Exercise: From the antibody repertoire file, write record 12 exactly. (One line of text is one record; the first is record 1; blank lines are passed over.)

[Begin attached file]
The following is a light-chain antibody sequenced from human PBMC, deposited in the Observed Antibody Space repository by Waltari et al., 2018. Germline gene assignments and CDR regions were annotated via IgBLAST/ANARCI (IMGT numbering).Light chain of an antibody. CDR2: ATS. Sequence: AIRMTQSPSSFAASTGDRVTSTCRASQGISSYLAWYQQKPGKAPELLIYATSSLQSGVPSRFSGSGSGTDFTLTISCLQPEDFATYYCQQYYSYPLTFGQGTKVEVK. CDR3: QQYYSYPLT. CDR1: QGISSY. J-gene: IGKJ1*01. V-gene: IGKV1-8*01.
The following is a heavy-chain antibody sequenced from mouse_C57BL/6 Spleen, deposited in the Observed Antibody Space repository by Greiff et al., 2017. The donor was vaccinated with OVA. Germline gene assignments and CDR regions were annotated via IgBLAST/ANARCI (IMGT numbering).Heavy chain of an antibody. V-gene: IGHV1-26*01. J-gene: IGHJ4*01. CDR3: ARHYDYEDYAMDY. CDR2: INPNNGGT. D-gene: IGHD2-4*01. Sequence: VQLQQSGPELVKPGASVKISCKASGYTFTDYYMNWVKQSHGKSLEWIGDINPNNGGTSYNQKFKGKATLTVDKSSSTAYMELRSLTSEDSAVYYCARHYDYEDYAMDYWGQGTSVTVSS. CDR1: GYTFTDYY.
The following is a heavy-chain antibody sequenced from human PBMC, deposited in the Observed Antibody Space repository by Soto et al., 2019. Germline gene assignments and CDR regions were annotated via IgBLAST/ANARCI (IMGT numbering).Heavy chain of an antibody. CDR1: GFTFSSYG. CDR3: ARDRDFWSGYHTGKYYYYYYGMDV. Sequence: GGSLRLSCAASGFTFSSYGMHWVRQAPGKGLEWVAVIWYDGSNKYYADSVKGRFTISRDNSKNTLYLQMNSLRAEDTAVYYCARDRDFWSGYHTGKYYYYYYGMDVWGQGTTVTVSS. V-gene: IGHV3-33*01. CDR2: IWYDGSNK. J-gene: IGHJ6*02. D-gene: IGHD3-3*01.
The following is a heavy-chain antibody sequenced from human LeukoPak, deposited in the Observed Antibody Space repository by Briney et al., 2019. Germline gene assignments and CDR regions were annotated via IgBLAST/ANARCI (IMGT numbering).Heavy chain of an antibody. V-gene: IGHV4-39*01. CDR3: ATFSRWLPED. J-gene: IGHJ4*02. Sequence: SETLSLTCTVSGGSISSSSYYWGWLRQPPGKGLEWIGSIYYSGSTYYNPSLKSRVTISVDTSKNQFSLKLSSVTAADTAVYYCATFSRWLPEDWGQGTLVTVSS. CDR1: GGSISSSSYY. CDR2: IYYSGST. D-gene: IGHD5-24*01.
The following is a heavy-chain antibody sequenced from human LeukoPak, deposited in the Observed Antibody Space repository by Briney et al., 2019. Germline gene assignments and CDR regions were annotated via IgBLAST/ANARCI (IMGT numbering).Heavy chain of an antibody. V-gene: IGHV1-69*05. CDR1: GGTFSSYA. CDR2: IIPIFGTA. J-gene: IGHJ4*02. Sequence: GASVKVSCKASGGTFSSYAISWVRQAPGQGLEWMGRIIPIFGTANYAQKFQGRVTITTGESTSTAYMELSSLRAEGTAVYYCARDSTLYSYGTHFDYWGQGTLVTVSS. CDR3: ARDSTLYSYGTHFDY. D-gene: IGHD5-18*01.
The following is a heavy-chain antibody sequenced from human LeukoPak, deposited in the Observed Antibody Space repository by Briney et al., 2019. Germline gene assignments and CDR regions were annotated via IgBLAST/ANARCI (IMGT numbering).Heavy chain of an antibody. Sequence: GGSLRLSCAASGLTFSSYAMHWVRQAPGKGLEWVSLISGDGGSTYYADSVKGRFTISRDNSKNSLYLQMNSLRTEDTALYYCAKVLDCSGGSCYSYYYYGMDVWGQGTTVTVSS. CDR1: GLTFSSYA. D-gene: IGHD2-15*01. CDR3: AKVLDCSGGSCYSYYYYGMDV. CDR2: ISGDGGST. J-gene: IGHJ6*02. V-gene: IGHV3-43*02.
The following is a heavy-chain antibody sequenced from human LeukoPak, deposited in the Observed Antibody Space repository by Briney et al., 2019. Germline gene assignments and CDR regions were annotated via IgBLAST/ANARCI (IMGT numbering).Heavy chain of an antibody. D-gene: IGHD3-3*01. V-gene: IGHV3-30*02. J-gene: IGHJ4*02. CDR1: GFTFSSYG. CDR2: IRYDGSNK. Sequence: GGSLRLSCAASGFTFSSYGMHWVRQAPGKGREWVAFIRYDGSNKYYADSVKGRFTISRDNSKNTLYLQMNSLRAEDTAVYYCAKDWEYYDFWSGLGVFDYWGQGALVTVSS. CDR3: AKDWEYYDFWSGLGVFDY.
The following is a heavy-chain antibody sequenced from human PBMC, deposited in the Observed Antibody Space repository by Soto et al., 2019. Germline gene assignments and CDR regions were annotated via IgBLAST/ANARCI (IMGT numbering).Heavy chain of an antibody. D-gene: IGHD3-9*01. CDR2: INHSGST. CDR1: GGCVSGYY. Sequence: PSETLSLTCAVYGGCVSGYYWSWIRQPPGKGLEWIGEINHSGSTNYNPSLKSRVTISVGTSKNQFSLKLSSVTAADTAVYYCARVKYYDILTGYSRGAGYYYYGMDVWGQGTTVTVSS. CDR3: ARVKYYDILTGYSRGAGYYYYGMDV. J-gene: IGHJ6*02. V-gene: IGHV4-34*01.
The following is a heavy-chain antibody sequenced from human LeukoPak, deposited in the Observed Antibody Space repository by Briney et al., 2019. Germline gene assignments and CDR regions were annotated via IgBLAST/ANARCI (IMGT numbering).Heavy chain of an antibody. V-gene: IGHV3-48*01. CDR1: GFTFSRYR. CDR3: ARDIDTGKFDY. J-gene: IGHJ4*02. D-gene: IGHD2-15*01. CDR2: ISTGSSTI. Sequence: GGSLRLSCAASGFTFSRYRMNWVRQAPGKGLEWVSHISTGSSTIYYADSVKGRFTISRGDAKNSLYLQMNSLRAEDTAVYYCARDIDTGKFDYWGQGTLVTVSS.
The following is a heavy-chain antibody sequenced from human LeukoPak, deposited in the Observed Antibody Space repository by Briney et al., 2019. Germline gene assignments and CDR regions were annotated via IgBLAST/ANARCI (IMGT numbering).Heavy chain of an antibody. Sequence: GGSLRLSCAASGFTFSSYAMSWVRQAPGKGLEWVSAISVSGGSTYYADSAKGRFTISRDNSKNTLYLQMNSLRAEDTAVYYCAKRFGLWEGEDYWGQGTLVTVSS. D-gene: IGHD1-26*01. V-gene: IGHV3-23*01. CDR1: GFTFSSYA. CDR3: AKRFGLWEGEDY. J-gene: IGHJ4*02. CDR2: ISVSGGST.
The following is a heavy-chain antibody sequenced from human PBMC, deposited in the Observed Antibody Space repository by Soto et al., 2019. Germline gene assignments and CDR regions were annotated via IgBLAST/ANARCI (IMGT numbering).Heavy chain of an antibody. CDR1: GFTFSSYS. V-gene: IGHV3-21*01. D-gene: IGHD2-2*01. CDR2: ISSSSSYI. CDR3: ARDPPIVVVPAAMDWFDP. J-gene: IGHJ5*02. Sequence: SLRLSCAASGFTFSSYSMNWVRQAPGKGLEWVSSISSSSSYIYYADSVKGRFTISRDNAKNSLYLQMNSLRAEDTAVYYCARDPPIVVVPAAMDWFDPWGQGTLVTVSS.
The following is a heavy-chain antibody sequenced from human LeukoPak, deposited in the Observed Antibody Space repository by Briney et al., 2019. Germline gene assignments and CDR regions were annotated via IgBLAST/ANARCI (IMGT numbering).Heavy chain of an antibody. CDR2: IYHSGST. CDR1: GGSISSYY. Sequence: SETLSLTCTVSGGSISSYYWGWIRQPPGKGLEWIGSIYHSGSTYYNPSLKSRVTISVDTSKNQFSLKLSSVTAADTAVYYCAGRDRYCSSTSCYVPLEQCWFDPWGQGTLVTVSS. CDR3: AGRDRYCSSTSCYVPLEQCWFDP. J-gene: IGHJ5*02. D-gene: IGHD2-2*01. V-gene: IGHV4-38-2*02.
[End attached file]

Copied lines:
The following is a heavy-chain antibody sequenced from human LeukoPak, deposited in the Observed Antibody Space repository by Briney et al., 2019. Germline gene assignments and CDR regions were annotated via IgBLAST/ANARCI (IMGT numbering).Heavy chain of an antibody. CDR2: IYHSGST. CDR1: GGSISSYY. Sequence: SETLSLTCTVSGGSISSYYWGWIRQPPGKGLEWIGSIYHSGSTYYNPSLKSRVTISVDTSKNQFSLKLSSVTAADTAVYYCAGRDRYCSSTSCYVPLEQCWFDPWGQGTLVTVSS. CDR3: AGRDRYCSSTSCYVPLEQCWFDP. J-gene: IGHJ5*02. D-gene: IGHD2-2*01. V-gene: IGHV4-38-2*02.